Carl Kempe

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Carl Kempe
Carl Kempe 1912b.jpg
Carl Kempe at the 1912 Olympics
Born(1884-12-08)8 December 1884
Stockholm, Sweden
Died8 July 1967(1967-07-08) (aged 82)
Enköping, Sweden

Johan Carl Kempe (8 December 1884 – 8 July 1967) was leader of the Swedish pulp and paper industry Mo och Domsjö AB and involved in several other companies in the large economic sphere of the Kempe family. He was also a silver medalist in tennis at the 1912 Summer Olympics in Stockholm. [1] [2]

Sweden constitutional monarchy in Northern Europe

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1912 Summer Olympics Games of the V Olympiad, celebrated in Stockholm (Sweden) in 1912

The 1912 Summer Olympics, officially known as the Games of the V Olympiad, were an international multi-sport event held in Stockholm, Sweden, between 5 May and 22 July 1912.

Carl Kempe was born in Stockholm, son of Frans Kempe. He finished secondary school at Norra latinläroverket in Stockholm, studied at Uppsala University 1903–1905 and started to work for Mo och Domsjö in 1906. He succeeded his father as CEO of Mo och Domsjö in 1917. While the company he took over from his father had retained many traits of a traditional lumber producer, Carl Kempe was, through large investments in research and development, chiefly responsible for its transformation into a modern chemical industry. [2]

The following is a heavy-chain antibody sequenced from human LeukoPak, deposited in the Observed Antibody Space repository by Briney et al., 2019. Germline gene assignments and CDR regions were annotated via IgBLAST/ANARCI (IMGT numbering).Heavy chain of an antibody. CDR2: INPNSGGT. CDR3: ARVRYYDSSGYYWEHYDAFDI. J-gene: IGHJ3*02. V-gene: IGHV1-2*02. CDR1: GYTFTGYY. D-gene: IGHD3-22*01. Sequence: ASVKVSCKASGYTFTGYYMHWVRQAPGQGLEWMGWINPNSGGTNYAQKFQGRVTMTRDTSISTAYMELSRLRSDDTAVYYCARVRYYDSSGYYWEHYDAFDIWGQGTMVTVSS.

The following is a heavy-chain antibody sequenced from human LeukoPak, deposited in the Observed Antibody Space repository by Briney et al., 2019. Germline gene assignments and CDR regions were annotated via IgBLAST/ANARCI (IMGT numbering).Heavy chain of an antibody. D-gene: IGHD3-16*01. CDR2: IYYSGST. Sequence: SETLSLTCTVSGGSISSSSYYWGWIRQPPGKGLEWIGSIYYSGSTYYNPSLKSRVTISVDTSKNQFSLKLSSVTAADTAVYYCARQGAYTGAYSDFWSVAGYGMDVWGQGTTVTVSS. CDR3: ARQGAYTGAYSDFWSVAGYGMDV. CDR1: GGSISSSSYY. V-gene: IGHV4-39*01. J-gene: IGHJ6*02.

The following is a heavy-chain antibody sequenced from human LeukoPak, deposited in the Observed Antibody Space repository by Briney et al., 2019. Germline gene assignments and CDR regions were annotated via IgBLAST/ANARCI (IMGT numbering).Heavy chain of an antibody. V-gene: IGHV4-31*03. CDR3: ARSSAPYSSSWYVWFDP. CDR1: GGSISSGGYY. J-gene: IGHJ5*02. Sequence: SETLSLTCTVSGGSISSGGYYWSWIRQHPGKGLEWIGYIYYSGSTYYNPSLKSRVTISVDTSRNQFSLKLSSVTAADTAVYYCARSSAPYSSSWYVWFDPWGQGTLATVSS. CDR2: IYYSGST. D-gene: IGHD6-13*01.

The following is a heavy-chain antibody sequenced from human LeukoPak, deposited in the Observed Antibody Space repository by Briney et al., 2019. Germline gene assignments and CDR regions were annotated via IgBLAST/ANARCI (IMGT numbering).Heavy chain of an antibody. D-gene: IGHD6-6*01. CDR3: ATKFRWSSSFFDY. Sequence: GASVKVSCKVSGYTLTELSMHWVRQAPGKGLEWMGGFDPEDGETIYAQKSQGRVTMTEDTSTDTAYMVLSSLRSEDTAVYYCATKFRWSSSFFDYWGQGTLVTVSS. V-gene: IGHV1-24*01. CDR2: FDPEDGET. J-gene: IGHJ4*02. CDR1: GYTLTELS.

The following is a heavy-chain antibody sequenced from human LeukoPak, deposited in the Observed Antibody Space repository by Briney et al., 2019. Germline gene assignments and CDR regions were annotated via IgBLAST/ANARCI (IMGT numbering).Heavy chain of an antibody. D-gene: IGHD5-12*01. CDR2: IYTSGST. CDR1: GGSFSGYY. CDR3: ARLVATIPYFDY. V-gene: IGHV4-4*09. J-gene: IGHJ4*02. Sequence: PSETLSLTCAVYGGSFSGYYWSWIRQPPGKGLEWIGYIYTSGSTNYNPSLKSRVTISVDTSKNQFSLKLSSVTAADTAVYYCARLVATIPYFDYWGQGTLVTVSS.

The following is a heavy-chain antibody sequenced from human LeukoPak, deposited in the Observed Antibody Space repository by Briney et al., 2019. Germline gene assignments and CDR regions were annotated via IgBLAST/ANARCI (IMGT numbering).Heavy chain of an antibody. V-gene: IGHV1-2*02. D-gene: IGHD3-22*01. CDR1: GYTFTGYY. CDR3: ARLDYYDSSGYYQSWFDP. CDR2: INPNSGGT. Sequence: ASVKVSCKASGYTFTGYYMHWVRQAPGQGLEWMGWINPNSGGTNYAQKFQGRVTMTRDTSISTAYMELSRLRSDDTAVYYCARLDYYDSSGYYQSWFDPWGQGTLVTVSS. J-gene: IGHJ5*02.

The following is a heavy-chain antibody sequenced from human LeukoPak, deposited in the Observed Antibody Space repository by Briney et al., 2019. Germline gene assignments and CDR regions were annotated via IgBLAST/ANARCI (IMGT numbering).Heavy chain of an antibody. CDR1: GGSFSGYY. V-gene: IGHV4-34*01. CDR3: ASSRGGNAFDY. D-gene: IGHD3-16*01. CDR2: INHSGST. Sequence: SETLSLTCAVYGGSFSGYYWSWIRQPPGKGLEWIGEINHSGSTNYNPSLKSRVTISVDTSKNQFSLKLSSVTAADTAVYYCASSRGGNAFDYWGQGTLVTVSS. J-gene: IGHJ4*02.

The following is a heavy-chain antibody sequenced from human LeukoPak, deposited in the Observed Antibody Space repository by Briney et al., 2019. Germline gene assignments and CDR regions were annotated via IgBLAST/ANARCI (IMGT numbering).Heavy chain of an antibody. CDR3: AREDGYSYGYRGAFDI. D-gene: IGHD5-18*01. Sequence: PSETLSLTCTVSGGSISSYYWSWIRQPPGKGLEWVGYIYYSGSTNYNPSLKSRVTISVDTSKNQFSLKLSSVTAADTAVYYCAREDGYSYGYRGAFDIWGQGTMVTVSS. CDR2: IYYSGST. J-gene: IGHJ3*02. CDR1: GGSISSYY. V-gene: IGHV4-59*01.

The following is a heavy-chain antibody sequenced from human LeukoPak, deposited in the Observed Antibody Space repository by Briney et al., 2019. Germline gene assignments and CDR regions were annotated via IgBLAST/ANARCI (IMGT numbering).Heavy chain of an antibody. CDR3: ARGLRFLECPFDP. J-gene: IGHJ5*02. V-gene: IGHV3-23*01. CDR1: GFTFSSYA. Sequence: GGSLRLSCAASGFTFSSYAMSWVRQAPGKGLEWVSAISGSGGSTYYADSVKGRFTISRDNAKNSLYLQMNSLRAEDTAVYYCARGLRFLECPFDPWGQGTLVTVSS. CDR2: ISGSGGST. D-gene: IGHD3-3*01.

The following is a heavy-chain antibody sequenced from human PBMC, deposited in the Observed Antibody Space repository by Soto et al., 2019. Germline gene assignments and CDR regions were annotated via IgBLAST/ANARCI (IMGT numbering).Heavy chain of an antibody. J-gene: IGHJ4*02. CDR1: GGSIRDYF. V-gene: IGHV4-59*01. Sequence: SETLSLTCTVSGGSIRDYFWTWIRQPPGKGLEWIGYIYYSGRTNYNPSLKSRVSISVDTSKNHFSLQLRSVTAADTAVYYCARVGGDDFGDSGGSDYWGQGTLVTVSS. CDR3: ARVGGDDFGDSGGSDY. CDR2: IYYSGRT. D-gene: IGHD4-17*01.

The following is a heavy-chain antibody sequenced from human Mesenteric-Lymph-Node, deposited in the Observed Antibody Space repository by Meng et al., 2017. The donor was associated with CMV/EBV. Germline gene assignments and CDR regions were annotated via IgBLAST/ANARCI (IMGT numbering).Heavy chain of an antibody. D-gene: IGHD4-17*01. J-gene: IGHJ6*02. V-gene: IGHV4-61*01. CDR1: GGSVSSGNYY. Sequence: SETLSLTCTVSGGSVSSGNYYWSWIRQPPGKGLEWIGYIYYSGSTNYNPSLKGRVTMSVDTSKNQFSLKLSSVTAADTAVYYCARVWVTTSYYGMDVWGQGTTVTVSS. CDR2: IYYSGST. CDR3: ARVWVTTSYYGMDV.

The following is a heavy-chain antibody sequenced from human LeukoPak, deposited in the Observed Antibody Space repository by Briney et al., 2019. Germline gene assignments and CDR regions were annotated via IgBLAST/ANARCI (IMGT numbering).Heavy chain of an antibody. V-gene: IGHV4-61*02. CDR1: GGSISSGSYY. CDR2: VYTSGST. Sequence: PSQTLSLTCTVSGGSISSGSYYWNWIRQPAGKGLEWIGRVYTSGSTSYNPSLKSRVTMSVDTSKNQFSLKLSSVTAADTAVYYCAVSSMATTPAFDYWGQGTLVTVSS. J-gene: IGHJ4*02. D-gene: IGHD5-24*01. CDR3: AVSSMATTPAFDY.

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Lumber wood that has been processed into beams and planks

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Chemical industry industry (branch), which is engaged in the manufacturing of chemical products

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Kempe himself claimed that he spent his time at university in Uppsala mostly with playing tennis, attending dancing lessons and playing cards; the first of these pastimes, at least, led to his winning a tennis silver medal at the 1912 Summer Olympics in Stockholm in the men's indoor doubles event (with Gunnar Setterwall).

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Tennis is a racket sport that can be played individually against a single opponent (singles) or between two teams of two players each (doubles). Each player uses a tennis racket that is strung with cord to strike a hollow rubber ball covered with felt over or around a net and into the opponent's court. The object of the game is to maneuver the ball in such a way that the opponent is not able to play a valid return. The player who is unable to return the ball will not gain a point, while the opposite player will.

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References

  1. "Carl Kempe". sports-reference.com.
  2. 1 2 Carl Kempe. Swedish Olympic Committee

Bibliography